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Wolves at Our Door: The Extraordinary Story of the Couple Who Lived with Wolves Paperback


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Wolves at Our Door: The Extraordinary Story of the Couple Who Lived with Wolves + The Hidden Life of Wolves + Living with Wolves/Wolves at Our Door
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Product Details

  • Paperback: 320 pages
  • Publisher: Touchstone (February 11, 2003)
  • Language: English
  • ISBN-10: 0743400496
  • ISBN-13: 978-0743400497
  • Product Dimensions: 9.3 x 6.5 x 0.8 inches
  • Shipping Weight: 1.8 pounds (View shipping rates and policies)
  • Average Customer Review: 4.3 out of 5 stars  See all reviews (25 customer reviews)
  • Amazon Best Sellers Rank: #794,277 in Books (See Top 100 in Books)

Editorial Reviews

From Publishers Weekly

The Dutchers spent six years living with a pack of captive wolves in the Sawtooth Mountains of Idaho, producing the Emmy Award-winning documentary of the same title. In this book, Jim (The Sawtooth Wolves, with Richard Ballantine) and Jamie elaborate on their experience, describing how they became involved with the project, sharing their most memorable moments in the pack, and revealing the logistical problems posed by wildlife filming. Supporting the premises of their movie, the book details many myth-dispelling, playful interactions among the wolves and between wolves and humans. (These wolves were raised largely by Jim in captivity but in a large wilderness area with minimal interference from humans.) The reader gets to know the various wolf "personalities" that beguiled and bedeviled the authors, including Kamots, the calm, regal alpha who once comforts Jim by placing a paw on his hand; Matsi, the gentle beta; and Lakota, the slump-shouldered, tail-dragging Omega who is also the joker of the pack. Episodes of tragedy and mourning (as when a wolf is killed by cougars) are countered by moments of exuberance and touching inter-species communication. The Dutchers describe how the wolves dance in delight at the snows of winter, compete viciously for status and entertain themselves with complex social role-playing. This accessible book will delight nature fans and general readers alike. Maps and color insert not seen by PW.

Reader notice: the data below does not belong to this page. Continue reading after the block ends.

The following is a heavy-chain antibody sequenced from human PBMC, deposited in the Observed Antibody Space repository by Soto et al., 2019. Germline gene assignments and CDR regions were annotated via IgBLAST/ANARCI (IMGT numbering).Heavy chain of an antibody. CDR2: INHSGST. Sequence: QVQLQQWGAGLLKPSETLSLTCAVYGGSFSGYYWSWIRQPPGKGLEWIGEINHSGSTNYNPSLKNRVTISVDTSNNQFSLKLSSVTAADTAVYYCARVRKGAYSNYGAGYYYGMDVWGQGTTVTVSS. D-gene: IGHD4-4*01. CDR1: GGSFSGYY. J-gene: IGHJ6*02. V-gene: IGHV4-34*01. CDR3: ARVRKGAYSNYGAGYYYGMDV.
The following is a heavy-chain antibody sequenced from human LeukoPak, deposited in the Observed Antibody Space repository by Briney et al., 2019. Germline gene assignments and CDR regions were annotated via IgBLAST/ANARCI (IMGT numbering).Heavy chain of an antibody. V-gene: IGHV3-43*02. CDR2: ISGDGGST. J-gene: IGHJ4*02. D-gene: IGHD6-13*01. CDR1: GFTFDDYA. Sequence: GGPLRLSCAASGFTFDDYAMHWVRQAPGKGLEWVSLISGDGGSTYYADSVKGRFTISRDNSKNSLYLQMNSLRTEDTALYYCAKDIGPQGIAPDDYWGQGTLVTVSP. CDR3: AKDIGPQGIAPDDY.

Copyright 2002 Cahners Business Information, Inc.

--This text refers to an out of print or unavailable edition of this title.

From Library Journal